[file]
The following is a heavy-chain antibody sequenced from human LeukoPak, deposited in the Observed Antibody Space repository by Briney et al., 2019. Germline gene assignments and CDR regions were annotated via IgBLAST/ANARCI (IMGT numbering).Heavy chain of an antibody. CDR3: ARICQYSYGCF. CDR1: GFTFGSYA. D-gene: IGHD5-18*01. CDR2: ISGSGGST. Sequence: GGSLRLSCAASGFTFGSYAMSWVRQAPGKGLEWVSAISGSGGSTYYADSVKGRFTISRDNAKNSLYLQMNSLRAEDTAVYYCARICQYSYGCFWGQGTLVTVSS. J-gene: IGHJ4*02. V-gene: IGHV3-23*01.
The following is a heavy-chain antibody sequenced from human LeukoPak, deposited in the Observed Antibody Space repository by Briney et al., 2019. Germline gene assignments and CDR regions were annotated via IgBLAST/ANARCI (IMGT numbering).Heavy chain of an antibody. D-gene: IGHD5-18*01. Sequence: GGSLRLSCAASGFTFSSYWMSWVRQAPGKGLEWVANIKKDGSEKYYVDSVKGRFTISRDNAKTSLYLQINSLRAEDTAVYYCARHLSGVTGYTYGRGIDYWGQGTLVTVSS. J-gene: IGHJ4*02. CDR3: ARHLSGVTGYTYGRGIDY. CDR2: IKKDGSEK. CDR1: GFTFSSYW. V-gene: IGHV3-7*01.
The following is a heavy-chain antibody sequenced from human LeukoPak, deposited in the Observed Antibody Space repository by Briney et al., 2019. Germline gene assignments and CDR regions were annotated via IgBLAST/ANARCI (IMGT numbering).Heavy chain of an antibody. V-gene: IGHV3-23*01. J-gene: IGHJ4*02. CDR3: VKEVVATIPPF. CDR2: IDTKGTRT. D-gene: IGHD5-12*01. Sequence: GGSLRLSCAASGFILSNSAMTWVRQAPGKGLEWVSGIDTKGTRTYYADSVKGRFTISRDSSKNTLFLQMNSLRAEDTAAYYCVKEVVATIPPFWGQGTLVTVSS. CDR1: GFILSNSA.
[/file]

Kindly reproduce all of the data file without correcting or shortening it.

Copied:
The following is a heavy-chain antibody sequenced from human LeukoPak, deposited in the Observed Antibody Space repository by Briney et al., 2019. Germline gene assignments and CDR regions were annotated via IgBLAST/ANARCI (IMGT numbering).Heavy chain of an antibody. CDR3: ARICQYSYGCF. CDR1: GFTFGSYA. D-gene: IGHD5-18*01. CDR2: ISGSGGST. Sequence: GGSLRLSCAASGFTFGSYAMSWVRQAPGKGLEWVSAISGSGGSTYYADSVKGRFTISRDNAKNSLYLQMNSLRAEDTAVYYCARICQYSYGCFWGQGTLVTVSS. J-gene: IGHJ4*02. V-gene: IGHV3-23*01.
The following is a heavy-chain antibody sequenced from human LeukoPak, deposited in the Observed Antibody Space repository by Briney et al., 2019. Germline gene assignments and CDR regions were annotated via IgBLAST/ANARCI (IMGT numbering).Heavy chain of an antibody. D-gene: IGHD5-18*01. Sequence: GGSLRLSCAASGFTFSSYWMSWVRQAPGKGLEWVANIKKDGSEKYYVDSVKGRFTISRDNAKTSLYLQINSLRAEDTAVYYCARHLSGVTGYTYGRGIDYWGQGTLVTVSS. J-gene: IGHJ4*02. CDR3: ARHLSGVTGYTYGRGIDY. CDR2: IKKDGSEK. CDR1: GFTFSSYW. V-gene: IGHV3-7*01.
The following is a heavy-chain antibody sequenced from human LeukoPak, deposited in the Observed Antibody Space repository by Briney et al., 2019. Germline gene assignments and CDR regions were annotated via IgBLAST/ANARCI (IMGT numbering).Heavy chain of an antibody. V-gene: IGHV3-23*01. J-gene: IGHJ4*02. CDR3: VKEVVATIPPF. CDR2: IDTKGTRT. D-gene: IGHD5-12*01. Sequence: GGSLRLSCAASGFILSNSAMTWVRQAPGKGLEWVSGIDTKGTRTYYADSVKGRFTISRDSSKNTLFLQMNSLRAEDTAAYYCVKEVVATIPPFWGQGTLVTVSS. CDR1: GFILSNSA.